Major long-term study monitoring spread of COVID-19 in the general population to track impact of vaccination via millions of blood samples

The UK-wide study with more than 400,000 people currently enrolled, led by the Office for National Statistics (ONS) and the Department of Health and Social Care (DHSC), draws on the world-leading scientific expertise of the University of Oxford to track the spread of COVID-19 in the general population.

  • The number of participants giving antibody blood samples will be gradually increased up to approximately 150,000; these participants will take a finger-prick blood test as well as their regular nose and throat swabs.
  • Each blood sample will be tested for antibodies against the N (nucleocapsid) protein in addition to the S (spike) protein currently tested for; this should enable antibody responses to be categorised as compatible with vaccination (because the vaccines only target the spike protein, so will be N-negative) or compatible with natural infection (positive for both antibodies).
  • Participants selected to give blood samples (both existing and newly invited) will also be asked to remain in the study until April 2022, rather than the current maximum of a year.
  • These changes will be made across England, and in Wales, Scotland and Northern Ireland, where the study is delivered in partnership with the devolved administrations.

The new focus comes as the government vaccine rollout programme reaches 30,151,287 first doses. Therefore, the focus is now on how effective the vaccines are in fighting the virus and understanding how they affect transmission.

National Statistician Sir Ian Diamond said:

“The next phase of this crucial study will help to inform our understanding of COVID-19 immunity in the UK population at any given time.

“COVID-19 has already been a formidable test of our ability to gather and analyse data quickly. The next phase will be no less demanding. But this critical work would not be possible without the continuing participation of hundreds of thousands of people in every part of the UK. I thank them sincerely for getting us this far. We’ll be counting on them a while longer to help us over the line.”

Health Minister Lord Bethell said:

“The UK continues to lead the world providing innovative and highly rigorous COVID-19 research and surveillance studies, which are vital in helping track infections and understand how the virus is spreading in different regions and communities.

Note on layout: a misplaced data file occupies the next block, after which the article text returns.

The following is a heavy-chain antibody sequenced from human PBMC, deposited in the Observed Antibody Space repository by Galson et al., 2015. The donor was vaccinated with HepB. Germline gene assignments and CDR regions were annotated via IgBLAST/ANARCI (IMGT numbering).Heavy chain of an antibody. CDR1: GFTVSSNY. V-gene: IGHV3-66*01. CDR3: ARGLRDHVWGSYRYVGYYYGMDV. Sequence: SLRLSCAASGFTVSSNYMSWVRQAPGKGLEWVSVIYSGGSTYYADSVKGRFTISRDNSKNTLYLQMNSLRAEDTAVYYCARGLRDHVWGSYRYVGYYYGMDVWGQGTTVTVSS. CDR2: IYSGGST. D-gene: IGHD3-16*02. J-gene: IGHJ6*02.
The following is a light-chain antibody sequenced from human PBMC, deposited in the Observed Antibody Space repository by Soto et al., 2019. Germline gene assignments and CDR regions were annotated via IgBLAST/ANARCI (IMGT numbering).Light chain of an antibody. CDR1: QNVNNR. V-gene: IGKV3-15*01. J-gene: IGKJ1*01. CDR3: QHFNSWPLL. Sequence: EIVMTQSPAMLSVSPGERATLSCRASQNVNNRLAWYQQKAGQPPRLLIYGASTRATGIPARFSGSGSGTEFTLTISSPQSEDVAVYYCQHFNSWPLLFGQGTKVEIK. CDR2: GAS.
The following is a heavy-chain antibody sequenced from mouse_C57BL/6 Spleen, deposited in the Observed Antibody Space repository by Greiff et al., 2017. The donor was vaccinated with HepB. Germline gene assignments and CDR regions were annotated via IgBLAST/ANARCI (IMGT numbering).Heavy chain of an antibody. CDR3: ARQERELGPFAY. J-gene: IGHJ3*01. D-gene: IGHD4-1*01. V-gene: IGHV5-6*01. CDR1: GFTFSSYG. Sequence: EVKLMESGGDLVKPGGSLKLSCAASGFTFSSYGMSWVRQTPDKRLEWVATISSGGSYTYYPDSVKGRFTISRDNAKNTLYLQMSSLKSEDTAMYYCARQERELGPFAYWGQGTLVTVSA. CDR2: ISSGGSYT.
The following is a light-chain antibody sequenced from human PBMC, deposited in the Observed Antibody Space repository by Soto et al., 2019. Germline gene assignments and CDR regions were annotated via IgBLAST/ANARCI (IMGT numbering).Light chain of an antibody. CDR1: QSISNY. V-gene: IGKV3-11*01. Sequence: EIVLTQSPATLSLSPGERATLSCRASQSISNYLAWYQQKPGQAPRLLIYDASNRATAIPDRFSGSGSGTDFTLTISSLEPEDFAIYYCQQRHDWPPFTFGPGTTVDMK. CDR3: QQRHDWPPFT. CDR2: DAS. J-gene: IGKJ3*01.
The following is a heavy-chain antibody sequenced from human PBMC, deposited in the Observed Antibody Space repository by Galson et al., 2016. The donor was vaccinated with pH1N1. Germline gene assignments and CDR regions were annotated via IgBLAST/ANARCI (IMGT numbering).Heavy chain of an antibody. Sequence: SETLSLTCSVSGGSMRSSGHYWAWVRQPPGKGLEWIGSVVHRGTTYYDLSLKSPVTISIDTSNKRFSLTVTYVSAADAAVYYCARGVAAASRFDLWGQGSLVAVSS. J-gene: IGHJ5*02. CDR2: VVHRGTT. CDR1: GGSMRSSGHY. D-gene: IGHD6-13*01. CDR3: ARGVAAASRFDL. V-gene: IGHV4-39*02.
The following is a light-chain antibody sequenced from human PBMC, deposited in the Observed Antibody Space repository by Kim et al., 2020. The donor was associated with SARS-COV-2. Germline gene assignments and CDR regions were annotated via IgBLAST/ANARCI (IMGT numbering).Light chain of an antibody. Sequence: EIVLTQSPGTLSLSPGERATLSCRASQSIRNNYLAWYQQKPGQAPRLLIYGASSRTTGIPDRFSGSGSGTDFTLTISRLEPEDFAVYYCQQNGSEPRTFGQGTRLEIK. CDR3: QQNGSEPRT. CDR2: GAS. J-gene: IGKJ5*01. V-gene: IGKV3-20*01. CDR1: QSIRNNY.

“Extending the ONS research to look at vaccine efficacy will deepen our understanding of how vaccines are impacting infection rates and the spread of the virus as we work through our roadmap out of lockdown.

“"I am hugely grateful to everyone who has taken part so far and I trust we can all count on their continued involvement.”

Professor Sarah Walker from the University of Oxford Nuffield Department of Medicine said:

“Extending the survey will help us answer critical questions over the coming months, including whether some groups of people respond better to vaccination, how long vaccination protects people against getting infected for and whether new variants affect this.

“By giving a very small amount of blood every month, our survey participants will help the country work out how best to manage COVID-19 in the future.”


Notes to editors

  • The ONS COVID–19 Infection Survey forms part of Pillar 4 of the government's COVID-19 testing strategy, to conduct UK-wide surveillance to learn more about the spread of the disease and help inform the development of new tests and treatments.
  • More than 400,000 people are currently enrolled in the study with most taking monthly swab tests for infections under the supervision of a trained study worker with a smaller group giving full-draw blood samples, which are tested for antibodies.
  • Since its conception in April 2020 the survey has successfully collected over 3.5 million swab samples from over 200,000 different UK households and is recognised as an important source of reliable data on the path of the virus. -Current infection levels will continue to be determined by participants taking a self-swab from the throat and nose. Antibody levels, from either prior exposure or vaccination, will be determined by taking a venous blood draw (taken by trained personnel) or finger prick blood draw (taken by the participant).
  • The analysis from the data collected will not be a new release but will be included in our existing Coronavirus (COVID-19) Infection Survey: antibody data for the UK article series, released every other week.
  • Participants aged under 16 years will not be asked to provide a blood sample but will continue with swab testing.
  • The next article in this series is released on 30 March 2021 and will include the new data from the surveillance study.

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